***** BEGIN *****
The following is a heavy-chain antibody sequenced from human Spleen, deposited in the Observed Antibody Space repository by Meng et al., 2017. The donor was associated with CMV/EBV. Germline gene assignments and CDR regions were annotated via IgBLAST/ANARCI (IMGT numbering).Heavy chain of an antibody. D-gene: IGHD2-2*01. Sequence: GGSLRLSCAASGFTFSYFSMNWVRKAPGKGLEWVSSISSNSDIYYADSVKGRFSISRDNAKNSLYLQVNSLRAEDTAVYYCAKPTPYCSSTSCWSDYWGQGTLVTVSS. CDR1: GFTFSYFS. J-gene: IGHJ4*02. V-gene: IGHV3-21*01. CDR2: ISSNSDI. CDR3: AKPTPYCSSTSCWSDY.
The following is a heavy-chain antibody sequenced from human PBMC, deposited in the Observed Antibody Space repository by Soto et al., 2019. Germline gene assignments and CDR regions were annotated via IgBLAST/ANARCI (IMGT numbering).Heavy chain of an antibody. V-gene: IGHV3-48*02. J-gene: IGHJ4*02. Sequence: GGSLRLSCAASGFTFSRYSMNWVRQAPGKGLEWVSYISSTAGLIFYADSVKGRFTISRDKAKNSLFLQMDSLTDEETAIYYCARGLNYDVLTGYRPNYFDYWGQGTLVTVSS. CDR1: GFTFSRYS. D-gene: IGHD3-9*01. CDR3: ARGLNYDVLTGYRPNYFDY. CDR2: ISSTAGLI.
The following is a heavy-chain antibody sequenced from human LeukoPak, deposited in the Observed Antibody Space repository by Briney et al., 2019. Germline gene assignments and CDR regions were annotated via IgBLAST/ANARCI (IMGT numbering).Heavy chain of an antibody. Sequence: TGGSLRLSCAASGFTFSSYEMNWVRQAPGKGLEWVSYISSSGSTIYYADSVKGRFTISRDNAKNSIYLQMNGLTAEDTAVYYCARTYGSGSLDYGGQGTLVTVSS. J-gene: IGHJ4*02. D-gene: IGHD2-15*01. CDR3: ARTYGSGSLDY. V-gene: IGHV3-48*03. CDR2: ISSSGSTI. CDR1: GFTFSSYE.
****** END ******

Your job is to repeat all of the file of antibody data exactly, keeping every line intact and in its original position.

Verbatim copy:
The following is a heavy-chain antibody sequenced from human Spleen, deposited in the Observed Antibody Space repository by Meng et al., 2017. The donor was associated with CMV/EBV. Germline gene assignments and CDR regions were annotated via IgBLAST/ANARCI (IMGT numbering).Heavy chain of an antibody. D-gene: IGHD2-2*01. Sequence: GGSLRLSCAASGFTFSYFSMNWVRKAPGKGLEWVSSISSNSDIYYADSVKGRFSISRDNAKNSLYLQVNSLRAEDTAVYYCAKPTPYCSSTSCWSDYWGQGTLVTVSS. CDR1: GFTFSYFS. J-gene: IGHJ4*02. V-gene: IGHV3-21*01. CDR2: ISSNSDI. CDR3: AKPTPYCSSTSCWSDY.
The following is a heavy-chain antibody sequenced from human PBMC, deposited in the Observed Antibody Space repository by Soto et al., 2019. Germline gene assignments and CDR regions were annotated via IgBLAST/ANARCI (IMGT numbering).Heavy chain of an antibody. V-gene: IGHV3-48*02. J-gene: IGHJ4*02. Sequence: GGSLRLSCAASGFTFSRYSMNWVRQAPGKGLEWVSYISSTAGLIFYADSVKGRFTISRDKAKNSLFLQMDSLTDEETAIYYCARGLNYDVLTGYRPNYFDYWGQGTLVTVSS. CDR1: GFTFSRYS. D-gene: IGHD3-9*01. CDR3: ARGLNYDVLTGYRPNYFDY. CDR2: ISSTAGLI.
The following is a heavy-chain antibody sequenced from human LeukoPak, deposited in the Observed Antibody Space repository by Briney et al., 2019. Germline gene assignments and CDR regions were annotated via IgBLAST/ANARCI (IMGT numbering).Heavy chain of an antibody. Sequence: TGGSLRLSCAASGFTFSSYEMNWVRQAPGKGLEWVSYISSSGSTIYYADSVKGRFTISRDNAKNSIYLQMNGLTAEDTAVYYCARTYGSGSLDYGGQGTLVTVSS. J-gene: IGHJ4*02. D-gene: IGHD2-15*01. CDR3: ARTYGSGSLDY. V-gene: IGHV3-48*03. CDR2: ISSSGSTI. CDR1: GFTFSSYE.